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obnoxious is he to the very display, did not reply. Barparty he wishes to espouse that rington's judgment was soon he is only supportable by doing justified. Though still very those dirty acts the less vile young, he was given a fat refuse to exeonte.” 1

sineoure, and was made at the Notwithstanding these little same time a K.C., and so soon tiffs, which occasionally led to secured the leadership of his an exchange of bullets, the birouit. members of Grattan's Parlia- But if the members of Gratment lived a very jovial life, in tan's Parliament were well the best possible terms privately pleased with themselves, there with one another. Sir Jonah were very few other people, Barrington, in telling of his either in Ireland or in England, admission to the House, unoon- pleased with them. The first sciously shows the state of people to show this were their things among them. When he old friends the Volunteers. was returned for a family Having by their arms estabborough he says he had not lished an Independent Parliamade up his mind whioh party ment, they shortly began to to join-apparently it never think that it would be a good orossed his mind that such a thing by the same means to thing in the least degree oon- reform it and make it somecerned his "electors.” He seems what representative, at any to have liked the Patriots best, rate of the Protestants of the and dined by preference with kingdom. Acoordingly they them; but, on consideration, marohed once more to Dublin, he thought there was so much and once more lined the streets Parliamentary talent among with fixed bayonets and cannon them that if he joined them he ready to fire. They held a would count for nothing. On Convention at the Rotanda, the Government side it was and approved of a Bill of Redifferent: there he thought form. Henry Flood, anxious he might make something of to outdo Grattan as & patriot, & show; and besides, he adds, carried it to the House and that was the side which had there proposed it. Grattan the preferment. So he made fiercely opposed it. It was ap his mind, after mature well enough for the Volunteers and long deliberation; and, to coeroe the British Governhaving done

80, once ment into making Parliament went down to the House independent, but it was monand made a violent attaok on strous that they should attempt Grattan. It created something to coerce that Parliament into of a sensation, and Grattan, making itself representative who seemed pleased with the The House followed his lead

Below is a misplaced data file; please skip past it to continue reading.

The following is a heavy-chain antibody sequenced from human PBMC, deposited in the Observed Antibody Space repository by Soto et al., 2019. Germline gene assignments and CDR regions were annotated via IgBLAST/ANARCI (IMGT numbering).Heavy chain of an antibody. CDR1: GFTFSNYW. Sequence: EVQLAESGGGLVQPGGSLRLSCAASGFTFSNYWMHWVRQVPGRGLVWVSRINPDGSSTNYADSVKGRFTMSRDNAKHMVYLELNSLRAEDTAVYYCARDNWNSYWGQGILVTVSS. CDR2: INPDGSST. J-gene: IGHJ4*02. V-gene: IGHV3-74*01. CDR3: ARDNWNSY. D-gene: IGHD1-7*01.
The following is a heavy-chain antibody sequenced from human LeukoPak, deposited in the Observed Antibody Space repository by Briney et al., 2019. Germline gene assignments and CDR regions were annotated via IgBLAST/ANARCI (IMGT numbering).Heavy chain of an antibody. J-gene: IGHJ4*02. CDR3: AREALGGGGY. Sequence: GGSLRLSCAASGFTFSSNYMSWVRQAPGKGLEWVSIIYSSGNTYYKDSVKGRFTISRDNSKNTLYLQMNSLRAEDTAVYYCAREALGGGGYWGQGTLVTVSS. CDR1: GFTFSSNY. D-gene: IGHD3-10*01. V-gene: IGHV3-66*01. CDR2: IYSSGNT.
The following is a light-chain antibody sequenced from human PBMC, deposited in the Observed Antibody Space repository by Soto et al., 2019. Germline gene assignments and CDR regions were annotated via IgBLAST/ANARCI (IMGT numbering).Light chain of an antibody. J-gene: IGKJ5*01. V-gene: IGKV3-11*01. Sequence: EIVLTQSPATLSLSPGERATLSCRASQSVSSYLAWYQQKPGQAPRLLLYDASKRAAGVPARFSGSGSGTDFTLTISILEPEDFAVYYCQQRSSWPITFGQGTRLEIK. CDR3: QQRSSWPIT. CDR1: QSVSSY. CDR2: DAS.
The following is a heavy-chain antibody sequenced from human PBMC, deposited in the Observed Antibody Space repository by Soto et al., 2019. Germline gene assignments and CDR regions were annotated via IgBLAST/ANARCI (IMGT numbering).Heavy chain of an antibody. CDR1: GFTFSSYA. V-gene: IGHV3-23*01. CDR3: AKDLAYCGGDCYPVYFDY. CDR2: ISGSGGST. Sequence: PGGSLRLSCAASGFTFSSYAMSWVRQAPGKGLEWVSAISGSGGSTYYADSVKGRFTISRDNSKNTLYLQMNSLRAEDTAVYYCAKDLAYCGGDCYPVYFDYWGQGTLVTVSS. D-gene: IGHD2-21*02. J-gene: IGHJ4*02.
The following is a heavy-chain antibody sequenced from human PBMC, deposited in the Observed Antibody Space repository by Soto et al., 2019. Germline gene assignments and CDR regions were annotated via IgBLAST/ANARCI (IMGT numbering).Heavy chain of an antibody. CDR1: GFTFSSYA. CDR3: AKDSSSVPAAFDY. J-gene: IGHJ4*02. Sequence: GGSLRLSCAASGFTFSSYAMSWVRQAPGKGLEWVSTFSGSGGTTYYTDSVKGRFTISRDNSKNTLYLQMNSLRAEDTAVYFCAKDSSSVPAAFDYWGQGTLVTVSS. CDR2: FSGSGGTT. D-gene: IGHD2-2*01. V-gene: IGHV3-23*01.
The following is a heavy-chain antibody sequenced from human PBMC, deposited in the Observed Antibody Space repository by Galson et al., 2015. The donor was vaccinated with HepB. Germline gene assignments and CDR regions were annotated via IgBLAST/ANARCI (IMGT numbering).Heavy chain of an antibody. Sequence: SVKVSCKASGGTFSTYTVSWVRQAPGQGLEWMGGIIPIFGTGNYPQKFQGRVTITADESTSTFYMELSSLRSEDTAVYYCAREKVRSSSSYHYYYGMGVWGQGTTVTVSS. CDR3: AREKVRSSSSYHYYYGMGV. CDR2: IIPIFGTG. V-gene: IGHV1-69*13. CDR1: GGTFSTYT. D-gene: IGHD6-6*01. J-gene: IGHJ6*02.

| The man so denounced was the grandfather of the most distinguished figure existing to-day among English lawyers, the venerable Hardinge Giffard, Earl of Halsbury, ex-Lord Chancellor of Great Britain.

and rejected the Bill by two to without the sanction of Parone.

liament. Pitt's oontention preThe Volanteers hesitated. vailed, and Fox turned to his Their leaders were divided, and friend Grattan for assistanoe. some of themselves were cool. Grattan induced his ParliaBesides, the American War was ment to deolare in Fox's sense. now over and the British Army The Irish Government refused returned home. The Volun. to transmit the House's resoteers thought, on the whole, lution to the Prince, and the it was not advisable to push House appointed a deputathings to extremities. They tion to convey it to him. returned home, and the bulk By the time the deputation of them ceased from that had reached London the King moment to feel anything had recovered, and resumed but soorn and contempt for his regal powers. But he Grattan's Parliament; and, was furious with the Irish though it took years for it to Patriots, and henceforward, in oome, the rebellion in favour his obstinate narrow-minded of an independent Irish ro. way, everything the Patriots publio was already in sight. advocated ho abhorred, and The late Lord Kitchener was probably from that day datos born in Kerry, and like all his invinoible antipathy to men brought up in Ireland Catholio Emancipation. Moredid not forget history. Is it over, Pitt was appalled by possible he was thinking of Grattan's folly. If the Irish the Irish Volunteers of the Parliament could choose for eighteenth, when he refused itself its own Regent, why could to consent to the arming of it not ohoose its own King? the Irish Volunteers of the From that day he was retwentieth century ?

solved that, when the chance By a most foolish sot Grat- oame, he would put an end tan's Parliament, on Grattan's to all danger of that. Again, motion, contrived to make though it was years before it itself equally disliked in Eng. came about, the Act of Union land. When King George III. was already in sight. became ingane, Pitt deolared, Upon this state of things in consonance with all preoe- soddenly burst the French dent, that it was the right of Revolution. The effeot the Parliament of England to Ireland was immediate. The determine who should be chosen Ulster republicans saw in it Regent in his stead, and to the dawn of human freedom, fix the bounds of his author. At the instigation of that ity. Fox, who regarded the most remarkable man, TheoPrince of Wales as a member bald Wolfe Tone, they estabof his his party,

party, maintained, lished the Society of United against all precedent, that the Irishmen, banded by secret Prince was entitled by the oath together to Constitution be Regent independent Irish

Irish republio